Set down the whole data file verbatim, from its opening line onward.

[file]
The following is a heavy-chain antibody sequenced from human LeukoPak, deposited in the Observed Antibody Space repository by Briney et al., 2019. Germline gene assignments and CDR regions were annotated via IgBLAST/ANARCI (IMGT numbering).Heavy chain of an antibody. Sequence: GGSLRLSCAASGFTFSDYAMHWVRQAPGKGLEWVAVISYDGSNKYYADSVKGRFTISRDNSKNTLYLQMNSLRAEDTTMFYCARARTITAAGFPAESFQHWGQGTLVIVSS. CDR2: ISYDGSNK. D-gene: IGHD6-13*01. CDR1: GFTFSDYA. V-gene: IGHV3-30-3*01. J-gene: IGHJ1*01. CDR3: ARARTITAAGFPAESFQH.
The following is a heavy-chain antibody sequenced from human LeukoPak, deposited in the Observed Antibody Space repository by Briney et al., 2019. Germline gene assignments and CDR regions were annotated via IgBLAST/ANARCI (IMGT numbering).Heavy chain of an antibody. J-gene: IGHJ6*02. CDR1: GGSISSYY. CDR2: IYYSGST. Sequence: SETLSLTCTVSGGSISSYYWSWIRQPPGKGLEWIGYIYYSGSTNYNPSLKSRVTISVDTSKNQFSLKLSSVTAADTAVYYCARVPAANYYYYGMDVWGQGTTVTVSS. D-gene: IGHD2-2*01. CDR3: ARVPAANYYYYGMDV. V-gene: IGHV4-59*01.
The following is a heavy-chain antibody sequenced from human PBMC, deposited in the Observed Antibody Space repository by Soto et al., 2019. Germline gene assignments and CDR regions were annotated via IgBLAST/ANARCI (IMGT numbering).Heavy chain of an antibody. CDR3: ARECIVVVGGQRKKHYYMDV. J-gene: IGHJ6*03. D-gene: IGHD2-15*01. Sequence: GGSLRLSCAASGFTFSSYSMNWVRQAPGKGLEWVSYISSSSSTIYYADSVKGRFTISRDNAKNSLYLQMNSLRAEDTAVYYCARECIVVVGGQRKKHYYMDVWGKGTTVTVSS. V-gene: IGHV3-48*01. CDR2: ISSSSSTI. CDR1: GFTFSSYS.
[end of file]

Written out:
The following is a heavy-chain antibody sequenced from human LeukoPak, deposited in the Observed Antibody Space repository by Briney et al., 2019. Germline gene assignments and CDR regions were annotated via IgBLAST/ANARCI (IMGT numbering).Heavy chain of an antibody. Sequence: GGSLRLSCAASGFTFSDYAMHWVRQAPGKGLEWVAVISYDGSNKYYADSVKGRFTISRDNSKNTLYLQMNSLRAEDTTMFYCARARTITAAGFPAESFQHWGQGTLVIVSS. CDR2: ISYDGSNK. D-gene: IGHD6-13*01. CDR1: GFTFSDYA. V-gene: IGHV3-30-3*01. J-gene: IGHJ1*01. CDR3: ARARTITAAGFPAESFQH.
The following is a heavy-chain antibody sequenced from human LeukoPak, deposited in the Observed Antibody Space repository by Briney et al., 2019. Germline gene assignments and CDR regions were annotated via IgBLAST/ANARCI (IMGT numbering).Heavy chain of an antibody. J-gene: IGHJ6*02. CDR1: GGSISSYY. CDR2: IYYSGST. Sequence: SETLSLTCTVSGGSISSYYWSWIRQPPGKGLEWIGYIYYSGSTNYNPSLKSRVTISVDTSKNQFSLKLSSVTAADTAVYYCARVPAANYYYYGMDVWGQGTTVTVSS. D-gene: IGHD2-2*01. CDR3: ARVPAANYYYYGMDV. V-gene: IGHV4-59*01.
The following is a heavy-chain antibody sequenced from human PBMC, deposited in the Observed Antibody Space repository by Soto et al., 2019. Germline gene assignments and CDR regions were annotated via IgBLAST/ANARCI (IMGT numbering).Heavy chain of an antibody. CDR3: ARECIVVVGGQRKKHYYMDV. J-gene: IGHJ6*03. D-gene: IGHD2-15*01. Sequence: GGSLRLSCAASGFTFSSYSMNWVRQAPGKGLEWVSYISSSSSTIYYADSVKGRFTISRDNAKNSLYLQMNSLRAEDTAVYYCARECIVVVGGQRKKHYYMDVWGKGTTVTVSS. V-gene: IGHV3-48*01. CDR2: ISSSSSTI. CDR1: GFTFSSYS.